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Despite pandemic, homelessness has increased only slightly on Neighbor Islands since 2020

A report released Thursday shows homelessness on the Neighbor Islands hasn’t changed much over the last two years and on Maui actually decreased.
Published: Apr. 7, 2022 at 4:30 PM HST|Updated: Apr. 7, 2022 at 6:48 PM HST
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HONOLULU (HawaiiNewsNow) - Despite the big impact of the pandemic on Hawaii’s working families — and their finances — a report released Thursday shows homelessness on the Neighbor Islands hasn’t changed much over the last two years and on Maui actually decreased.

Data collected in the 2022 Point-in-Time Count shows overall homelessness on the Neighbor Islands is up less than 1% since 2020. On Jan. 23, volunteers counted a total of 2022 homeless people in Kauai, Maui and Hawaii islands. That’s both people living on the street and in shelters.

Here’s the island-by-island break down:

  • Maui actually saw a 6% decrease in homelessness since 2020.
  • Kauai and Big Island both saw about a 5% increase during that same time period.
Homeless Point in Time Count
Homeless Point in Time Count(Hawaii News Now)

“I think we were surprised by how small it (the increase) was considering COVID and all the economic hardship. I think a lot of that was because there were some extra resources that came into the community,” said Paul Norman, executive director for the Neighborhood Place of Puna.

He said more than $27 million was distributed in rent, mortgage and utility assistance during the pandemic on Hawaii Island alone.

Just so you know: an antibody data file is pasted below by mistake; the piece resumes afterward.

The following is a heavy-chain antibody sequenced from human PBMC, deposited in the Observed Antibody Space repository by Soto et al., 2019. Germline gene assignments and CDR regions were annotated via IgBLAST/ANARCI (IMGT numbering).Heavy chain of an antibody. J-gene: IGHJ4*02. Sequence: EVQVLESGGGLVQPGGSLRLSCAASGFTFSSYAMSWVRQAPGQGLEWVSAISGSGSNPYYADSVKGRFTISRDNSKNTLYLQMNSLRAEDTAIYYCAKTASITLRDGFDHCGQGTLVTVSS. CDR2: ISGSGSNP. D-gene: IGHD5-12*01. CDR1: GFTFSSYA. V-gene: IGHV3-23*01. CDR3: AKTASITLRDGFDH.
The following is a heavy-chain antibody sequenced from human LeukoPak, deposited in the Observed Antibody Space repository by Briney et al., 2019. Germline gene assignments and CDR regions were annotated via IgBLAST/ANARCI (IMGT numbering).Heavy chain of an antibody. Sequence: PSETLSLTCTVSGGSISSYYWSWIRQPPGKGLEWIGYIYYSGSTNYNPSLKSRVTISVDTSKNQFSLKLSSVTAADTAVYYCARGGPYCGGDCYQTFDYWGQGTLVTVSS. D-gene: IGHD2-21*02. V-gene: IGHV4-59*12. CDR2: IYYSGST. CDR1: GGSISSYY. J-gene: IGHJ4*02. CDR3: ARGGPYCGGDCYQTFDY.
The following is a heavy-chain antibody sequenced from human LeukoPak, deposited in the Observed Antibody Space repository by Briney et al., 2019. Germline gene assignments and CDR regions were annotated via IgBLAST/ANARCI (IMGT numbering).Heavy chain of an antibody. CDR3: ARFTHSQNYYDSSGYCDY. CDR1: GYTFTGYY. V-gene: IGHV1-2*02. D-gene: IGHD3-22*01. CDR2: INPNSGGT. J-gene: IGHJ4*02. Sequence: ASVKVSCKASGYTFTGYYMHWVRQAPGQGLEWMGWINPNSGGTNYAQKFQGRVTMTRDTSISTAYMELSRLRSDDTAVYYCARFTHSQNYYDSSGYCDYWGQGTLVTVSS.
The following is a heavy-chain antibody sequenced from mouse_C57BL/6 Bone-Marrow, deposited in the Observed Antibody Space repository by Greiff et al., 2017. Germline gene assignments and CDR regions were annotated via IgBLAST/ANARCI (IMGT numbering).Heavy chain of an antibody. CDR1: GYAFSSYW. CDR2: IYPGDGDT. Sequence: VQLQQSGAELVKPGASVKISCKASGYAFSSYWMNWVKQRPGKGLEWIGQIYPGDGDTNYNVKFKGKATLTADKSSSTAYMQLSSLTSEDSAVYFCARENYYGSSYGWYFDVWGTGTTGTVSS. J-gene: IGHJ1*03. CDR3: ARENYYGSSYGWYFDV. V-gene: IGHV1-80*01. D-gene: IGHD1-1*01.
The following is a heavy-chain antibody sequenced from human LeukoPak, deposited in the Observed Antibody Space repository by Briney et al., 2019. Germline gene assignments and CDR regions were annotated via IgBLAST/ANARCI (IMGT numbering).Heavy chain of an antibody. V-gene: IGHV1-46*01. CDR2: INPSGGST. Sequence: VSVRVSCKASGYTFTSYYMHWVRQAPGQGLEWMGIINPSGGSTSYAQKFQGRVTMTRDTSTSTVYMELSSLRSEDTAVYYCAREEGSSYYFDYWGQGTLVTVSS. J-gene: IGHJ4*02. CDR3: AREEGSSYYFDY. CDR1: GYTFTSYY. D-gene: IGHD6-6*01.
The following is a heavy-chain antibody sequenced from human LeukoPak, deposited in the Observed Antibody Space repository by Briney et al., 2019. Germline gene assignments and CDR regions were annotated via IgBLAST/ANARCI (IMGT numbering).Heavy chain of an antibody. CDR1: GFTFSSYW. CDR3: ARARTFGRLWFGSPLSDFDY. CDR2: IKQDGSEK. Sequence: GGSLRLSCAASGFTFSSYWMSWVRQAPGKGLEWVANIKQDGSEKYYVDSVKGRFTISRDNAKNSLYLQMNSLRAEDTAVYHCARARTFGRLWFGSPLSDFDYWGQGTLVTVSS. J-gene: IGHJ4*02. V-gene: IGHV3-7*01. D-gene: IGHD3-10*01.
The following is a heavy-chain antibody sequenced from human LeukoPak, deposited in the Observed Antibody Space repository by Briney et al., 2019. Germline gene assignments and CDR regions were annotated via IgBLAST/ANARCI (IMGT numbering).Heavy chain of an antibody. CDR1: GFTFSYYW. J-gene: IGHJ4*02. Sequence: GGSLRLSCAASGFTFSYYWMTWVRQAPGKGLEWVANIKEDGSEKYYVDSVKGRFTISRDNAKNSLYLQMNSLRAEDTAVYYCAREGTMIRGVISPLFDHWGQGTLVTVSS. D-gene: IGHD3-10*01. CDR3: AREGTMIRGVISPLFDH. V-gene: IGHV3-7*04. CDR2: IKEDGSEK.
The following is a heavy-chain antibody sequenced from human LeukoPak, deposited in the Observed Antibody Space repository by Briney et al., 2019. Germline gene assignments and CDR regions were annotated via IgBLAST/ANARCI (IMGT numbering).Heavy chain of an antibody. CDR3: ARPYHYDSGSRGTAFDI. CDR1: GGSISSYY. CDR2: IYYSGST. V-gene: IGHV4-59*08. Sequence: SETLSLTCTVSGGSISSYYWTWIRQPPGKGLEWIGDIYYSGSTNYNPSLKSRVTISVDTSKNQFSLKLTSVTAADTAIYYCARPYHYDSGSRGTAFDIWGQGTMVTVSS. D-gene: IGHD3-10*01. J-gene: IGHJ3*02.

The biggest takeaway, he said, is “additional resources work.”

Norman added the Hawaii County Council recently enacted an ordinance that takes a percentage of property tax on homes worth more than $2 million and puts it towards affordable housing.

“Really, it’s about housing,” Norman said.

Other notable statistics from the report.

  • Overall, the number of homeless families on the Neighbor Islands is down 18% compared to two years ago.
  • There are also fewer homeless veterans. That, too, is down 18%.
  • The number of unaccompanied youth who are homeless is also down 32%.

It’s the first time in two years there’s been new insight into just how many people are experiencing homelessness in Hawaii. That’s because last year’s count was cancelled due to COVID.

Oahu’s homeless count was conducted in March. There’s no word on when those numbers will be released.

To read the full report, click here.

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